Site Remediation Reform Act

Article originally published in New Jersey Law Journal.

In an effort to expedite the remediation of more than 20,000 contaminated sites, New Jersey passed the Site Remediation and Reform Act (SRRA) on May 7, 2009. SRRA transferred the responsibility of overseeing most cleanups in the state from the New Jersey Department of Environmental Protection (NJDEP) to licensed private environmental consultants called Licensed Site Remediation Professionals (LSRPs). LSRPs now perform the environmental cleanups and have the authority to stand in NJDEP’s shoes and sign off on the cases they oversee. Among many other changes, SRRA enhanced the affirmative obligation of responsible parties to timely remediate contaminated sites.

The LSRP program became fully effective on May 7, at which time all existing NJDEP matters should have been transitioned into the new program. Although that critical date has now passed, SRRA will influence nearly every real estate transaction going forward. Real estate attorneys must be aware of SRRA’s implications on their practice and on their clients’ obligations with respect to their properties.

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Reprinted with permission from the June 4, 2012 edition of New Jersey Law Journal. © 2012 ALM Media Properties, LLC. All rights reserved. Further duplication without permission is prohibited.

Over the next three to four weeks, the NJDEP will be sending letters to the responsible parties for all contaminated properties in New Jersey (other than residential properties) providing the NJDEP’s proposed ranking for each site.  Responsible parties will have only about 60 days to “challenge” those rankings.

The Site Remediation Reform Act, passed in 2009, not only established the LSRP program, but also requires the NJDEP to establish a “Priority Ranking System” to classify/categorize all contaminated properties in the state.  Specifically, the Act requires the NJDEP to create “a ranking system that establishes categories in which to rank sites based upon the level of risk to the public health, safety, or the environment, the length of time the site has been undergoing remediation, the economic impact of the contaminated site on the municipality and on surrounding property, and any other factors deemed relevant by the department.”  Site rankings are expected to become public in September 2012.

Contaminated sites will be ranked between 1 and 5, with category 5 reserved for sites presenting the highest risk to public health, safety or the environment, or the sites undergoing remediation for the longest time.  Category 1 will be for the sites with the least risk.  The NJDEP has not yet included economic impact or other factors in their ranking system, despite the Act’s mandate that those factors be included in the ranking process.

The rankings have been established using computer modeling, based upon electronic data submitted for contaminated sites as well as the NJDEP’s existing GIS computer data.  The NJDEP’s model considers data inputs such as the proximity of a site to sensitive receptors (e.g., schools, residential properties, wetlands, etc.), the contaminants of concern at the property, the toxicity of those contaminants, and the affected media (soil, groundwater, surface water or vapor intrusion).  The model then generates a score for a property, and that score in turn determines the overall site ranking.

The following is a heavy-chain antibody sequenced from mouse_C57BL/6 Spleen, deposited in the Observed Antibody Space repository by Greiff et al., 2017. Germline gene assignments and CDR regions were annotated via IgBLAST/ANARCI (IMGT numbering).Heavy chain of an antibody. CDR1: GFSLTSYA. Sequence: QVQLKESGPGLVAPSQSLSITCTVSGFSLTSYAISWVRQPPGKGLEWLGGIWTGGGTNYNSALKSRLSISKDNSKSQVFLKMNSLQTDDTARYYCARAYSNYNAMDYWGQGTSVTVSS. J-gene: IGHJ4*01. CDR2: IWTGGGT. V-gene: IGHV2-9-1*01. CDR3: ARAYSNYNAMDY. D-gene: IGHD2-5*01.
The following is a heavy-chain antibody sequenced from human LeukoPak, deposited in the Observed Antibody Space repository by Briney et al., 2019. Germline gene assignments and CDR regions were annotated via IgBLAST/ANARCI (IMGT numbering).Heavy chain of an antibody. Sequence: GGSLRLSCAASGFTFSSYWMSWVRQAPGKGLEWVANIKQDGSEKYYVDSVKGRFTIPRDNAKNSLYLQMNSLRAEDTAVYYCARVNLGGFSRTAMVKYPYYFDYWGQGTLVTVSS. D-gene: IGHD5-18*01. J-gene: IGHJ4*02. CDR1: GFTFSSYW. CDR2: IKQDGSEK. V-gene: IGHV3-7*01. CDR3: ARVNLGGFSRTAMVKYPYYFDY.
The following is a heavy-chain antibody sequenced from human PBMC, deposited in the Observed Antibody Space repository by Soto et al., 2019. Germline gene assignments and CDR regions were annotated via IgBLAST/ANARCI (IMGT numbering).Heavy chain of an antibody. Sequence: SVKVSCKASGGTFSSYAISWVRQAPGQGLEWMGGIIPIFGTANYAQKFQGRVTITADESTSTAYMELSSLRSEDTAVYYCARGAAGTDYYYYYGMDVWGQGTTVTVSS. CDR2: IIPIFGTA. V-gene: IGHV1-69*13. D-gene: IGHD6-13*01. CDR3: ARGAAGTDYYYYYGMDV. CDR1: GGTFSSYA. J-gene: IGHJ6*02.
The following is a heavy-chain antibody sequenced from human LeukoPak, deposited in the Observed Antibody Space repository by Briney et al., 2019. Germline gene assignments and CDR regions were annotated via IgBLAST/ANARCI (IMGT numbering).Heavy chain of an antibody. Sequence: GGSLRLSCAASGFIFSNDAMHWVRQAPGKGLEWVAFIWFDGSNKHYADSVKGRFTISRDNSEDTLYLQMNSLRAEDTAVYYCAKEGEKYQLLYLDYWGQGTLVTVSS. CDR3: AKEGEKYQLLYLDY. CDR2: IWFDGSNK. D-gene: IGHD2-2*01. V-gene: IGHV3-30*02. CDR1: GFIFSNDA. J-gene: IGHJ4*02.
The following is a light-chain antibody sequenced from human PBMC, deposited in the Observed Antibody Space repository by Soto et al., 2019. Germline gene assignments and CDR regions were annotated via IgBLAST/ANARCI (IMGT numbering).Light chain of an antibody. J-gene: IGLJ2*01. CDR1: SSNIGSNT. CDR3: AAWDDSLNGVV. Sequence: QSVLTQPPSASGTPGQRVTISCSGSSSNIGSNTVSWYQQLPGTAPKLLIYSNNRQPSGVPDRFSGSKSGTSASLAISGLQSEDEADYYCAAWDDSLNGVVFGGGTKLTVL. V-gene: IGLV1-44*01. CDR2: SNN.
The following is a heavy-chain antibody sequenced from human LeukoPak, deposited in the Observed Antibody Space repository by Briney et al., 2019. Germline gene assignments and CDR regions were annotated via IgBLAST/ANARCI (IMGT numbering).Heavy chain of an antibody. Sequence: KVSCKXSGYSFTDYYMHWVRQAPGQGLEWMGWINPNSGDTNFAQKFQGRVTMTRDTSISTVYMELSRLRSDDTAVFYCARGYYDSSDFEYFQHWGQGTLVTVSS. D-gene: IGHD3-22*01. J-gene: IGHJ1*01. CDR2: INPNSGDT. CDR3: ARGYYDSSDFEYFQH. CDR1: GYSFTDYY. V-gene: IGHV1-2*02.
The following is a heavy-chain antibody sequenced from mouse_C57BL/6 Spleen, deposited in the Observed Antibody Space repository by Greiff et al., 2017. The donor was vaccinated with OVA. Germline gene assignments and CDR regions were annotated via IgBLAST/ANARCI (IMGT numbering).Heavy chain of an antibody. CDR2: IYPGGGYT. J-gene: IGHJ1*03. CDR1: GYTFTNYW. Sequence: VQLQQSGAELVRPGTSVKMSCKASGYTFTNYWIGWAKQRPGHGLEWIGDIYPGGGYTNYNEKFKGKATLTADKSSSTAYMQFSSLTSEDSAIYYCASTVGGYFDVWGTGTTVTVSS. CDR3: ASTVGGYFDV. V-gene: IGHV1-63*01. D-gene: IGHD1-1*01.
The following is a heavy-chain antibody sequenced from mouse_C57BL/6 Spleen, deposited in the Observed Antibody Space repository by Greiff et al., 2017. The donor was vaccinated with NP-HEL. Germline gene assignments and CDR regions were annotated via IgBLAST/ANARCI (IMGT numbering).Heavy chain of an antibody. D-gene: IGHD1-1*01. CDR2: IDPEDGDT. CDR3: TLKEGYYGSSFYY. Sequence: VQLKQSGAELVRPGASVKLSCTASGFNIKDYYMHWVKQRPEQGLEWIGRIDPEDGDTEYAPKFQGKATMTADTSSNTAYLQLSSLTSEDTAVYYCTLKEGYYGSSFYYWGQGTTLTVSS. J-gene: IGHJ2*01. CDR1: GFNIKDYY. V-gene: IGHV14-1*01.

The letters to be sent out by the NJDEP over the next several weeks are expected to allow responsible parties approximately 60 days to challenge the NJDEP’s ranking.  Those challenges will likely be limited to claims that the NJDEP used incorrect, outdated or incomplete data in determining a site’s rank.  The NJDEP has stated that this challenge period will not be extended for any site.  After considering challenges, the NJDEP is expected to issue its final site rankings in September 2012.  Those rankings will be updated periodically by the NJDEP based upon new data received from on-going cleanup cases.

This is a brand new NJDEP program, and it is not known how the NJDEP will ultimately use the rankings or how the public will use them.  With such uncertainty over the potential use of the rankings, a responsible party should minimally make sure that its site ranking is “accurate” under the NJDEP’s model.

With such a short window to present the NJDEP with any challenges to a site’s rank, it is critical that responsible parties discuss this issue with their attorneys and environmental consultants as soon as they receive their letter from the NJDEP.

The Site Remediation Reform Act enacted on May 7, 2009, and codified at N.J.S.A 58:10C-1 et seq. (“SRRA”), its implementing regulations, and amendments to the Technical Requirements for Site Remediation include new requirements in addressing environmental issues that the New Jersey Department of Environmental Protection (“NJDEP”) deem to be a public health threat and categorize as an Immediate Environmental Concern (“IEC”). Not only does the SRRA impose sweeping changes to the site investigation and remediation process in New Jersey after November 3, 2009, but it also affects properties that are currently undergoing remediation with state oversight if an IEC is present.